What I have learned from my parents, my grandparents and their friends, I brought to America with me. No, I do not have children, which, I suppose, will cause a lot of people to exclaim, "See! You have no idea!". Very well then. I do not have children, but my husband and I live and run multiple businesses out of our house. I do not have children, but we have five pets - two large dogs and three cats. I do not have children, but I do have a sometimes-debilitating back defect. Nevertheless, it is a matter of principle to me, to keep my place looking like someplace I want to live in. Yes, I am a capitalist pig - I started having a group of two cleaning ladies come and clean the living area (not the business area) of our house, when my back issues got worse. I specifically set money aside for that, giving up other things. During the rest of the month, I still do all the laundry, ironing, most of the cleaning and substantial amounts of cooking.

At the end of the day, when I wrap up my work, my desk has less than 10 items on it. Nevertheless, that is the same desk, where I've done all my writing, translation, illustration, cover design, and some very involved data analysis. I don't know about anyone else, but it doesn't sound to me as if my mind is somehow boring or my life is somehow wasted because my desk is clean and because my house is pleasant to look at.

In fact, I can think of a few things I do not waste my life on. I do not waste time, frantically searching for that piece of paper with vital information someone needs in the next five minutes. I do not waste time at the emergency room because I failed to tell my kids to keep their toys in their rooms, stepped on a toy car and twisted my ankle. I do not waste time looking for what to wear when I have an important meeting coming up, only to discover that the thing I want to wear is torn, stained, in the laundry or needs to be ironed. I do not waste my time trying to figure out what is for dinner, with nary a clue what is safe to eat in my fridge or in my cabinets. I do not waste time arguing with my husband as to the precise location of the elusive other sock or a particular shirt.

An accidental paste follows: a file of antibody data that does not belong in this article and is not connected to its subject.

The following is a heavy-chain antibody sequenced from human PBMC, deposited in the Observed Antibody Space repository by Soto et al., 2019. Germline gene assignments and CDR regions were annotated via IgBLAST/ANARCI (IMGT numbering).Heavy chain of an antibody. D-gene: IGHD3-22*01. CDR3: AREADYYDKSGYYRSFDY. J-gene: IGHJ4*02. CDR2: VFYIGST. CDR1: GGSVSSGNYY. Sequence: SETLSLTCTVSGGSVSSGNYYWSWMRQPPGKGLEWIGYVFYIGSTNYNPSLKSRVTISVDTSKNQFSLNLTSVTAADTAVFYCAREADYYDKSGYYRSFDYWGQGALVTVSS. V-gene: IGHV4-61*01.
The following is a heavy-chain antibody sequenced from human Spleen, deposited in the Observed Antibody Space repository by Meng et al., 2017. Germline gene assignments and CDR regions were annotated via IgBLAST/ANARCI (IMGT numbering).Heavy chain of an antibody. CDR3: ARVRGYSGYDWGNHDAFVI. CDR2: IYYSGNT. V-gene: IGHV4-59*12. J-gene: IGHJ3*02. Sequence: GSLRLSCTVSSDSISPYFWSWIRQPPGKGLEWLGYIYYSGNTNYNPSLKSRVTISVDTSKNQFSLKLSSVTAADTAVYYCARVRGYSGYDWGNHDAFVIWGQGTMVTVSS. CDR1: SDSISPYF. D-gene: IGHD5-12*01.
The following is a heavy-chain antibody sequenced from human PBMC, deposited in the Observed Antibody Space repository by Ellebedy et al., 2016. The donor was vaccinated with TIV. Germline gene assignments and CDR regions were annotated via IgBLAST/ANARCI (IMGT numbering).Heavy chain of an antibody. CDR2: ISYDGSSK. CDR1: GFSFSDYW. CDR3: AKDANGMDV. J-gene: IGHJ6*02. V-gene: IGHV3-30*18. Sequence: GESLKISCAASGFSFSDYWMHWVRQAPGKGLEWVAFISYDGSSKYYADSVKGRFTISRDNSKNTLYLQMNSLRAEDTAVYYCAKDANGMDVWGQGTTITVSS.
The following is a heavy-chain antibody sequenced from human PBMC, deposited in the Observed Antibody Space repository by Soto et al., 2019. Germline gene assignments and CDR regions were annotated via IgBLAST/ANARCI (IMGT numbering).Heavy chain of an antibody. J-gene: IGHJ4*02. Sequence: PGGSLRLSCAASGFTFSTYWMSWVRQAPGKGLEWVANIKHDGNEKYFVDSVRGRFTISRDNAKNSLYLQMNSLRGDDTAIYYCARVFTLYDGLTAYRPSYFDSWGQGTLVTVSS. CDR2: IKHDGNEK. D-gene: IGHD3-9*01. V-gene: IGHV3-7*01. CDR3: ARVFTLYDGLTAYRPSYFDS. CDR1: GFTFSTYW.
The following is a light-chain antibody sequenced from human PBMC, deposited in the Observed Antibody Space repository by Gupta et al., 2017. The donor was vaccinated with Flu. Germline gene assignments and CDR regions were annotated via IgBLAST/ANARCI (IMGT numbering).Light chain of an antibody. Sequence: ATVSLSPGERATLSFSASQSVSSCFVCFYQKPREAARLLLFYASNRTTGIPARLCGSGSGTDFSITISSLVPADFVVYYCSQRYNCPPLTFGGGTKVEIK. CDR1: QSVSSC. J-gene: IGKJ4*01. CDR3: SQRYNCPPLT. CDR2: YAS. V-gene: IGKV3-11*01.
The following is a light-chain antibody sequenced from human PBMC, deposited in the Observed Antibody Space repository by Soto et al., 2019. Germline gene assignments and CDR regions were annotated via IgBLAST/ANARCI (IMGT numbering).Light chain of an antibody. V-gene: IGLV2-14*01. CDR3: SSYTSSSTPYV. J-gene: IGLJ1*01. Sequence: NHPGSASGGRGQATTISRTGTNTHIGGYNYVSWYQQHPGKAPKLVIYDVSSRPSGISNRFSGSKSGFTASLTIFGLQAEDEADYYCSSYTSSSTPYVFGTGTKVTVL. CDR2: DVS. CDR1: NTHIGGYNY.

One's home is where a significant portion of one's life takes place. How can it not be important? It is something we see every day, something that constantly registers in our minds. Is it realistic to expect something that looks like Versailles or the Biltmore Estate? Of course not! We don't have butlers and housekeepers and servants and cooks and valets and maids. Nobody expects for us to keep up that kind of household.

However, putting the notion on its head, when you enter your home, what does it say to you? Do you sigh with relief, happy to be there? Or do you want to turn around and run because all you see is mess, mess, and more mess with no volunteers in sight to help you straighten it out? When you look around you, do you see something that is warm and welcoming, and reflects your personality? Or is the only thought in your head, "Someone, please, take me away from this awful place." Given all that, do you still believe that a good home is not important? That keeping it clean - collectively with your family, as a concerted collaborative effort - is not worth the time? And do you honestly believe that your unhappiness with your own environment is caused by a book author or by me for quoting the book author? Or is the answer somewhere closer to home, so to speak?

Recommended reading (one of the things you'll notice in common between these books is encouragement to ask for help when you are really down, out and overwhelmed - hmmm, have you been too proud to let others help you?)


1 comment:

Kira said...

I'm just getting into the Peter Walsh Book and I have to say, I'm starting to look at my home differently.

Thanks Maria!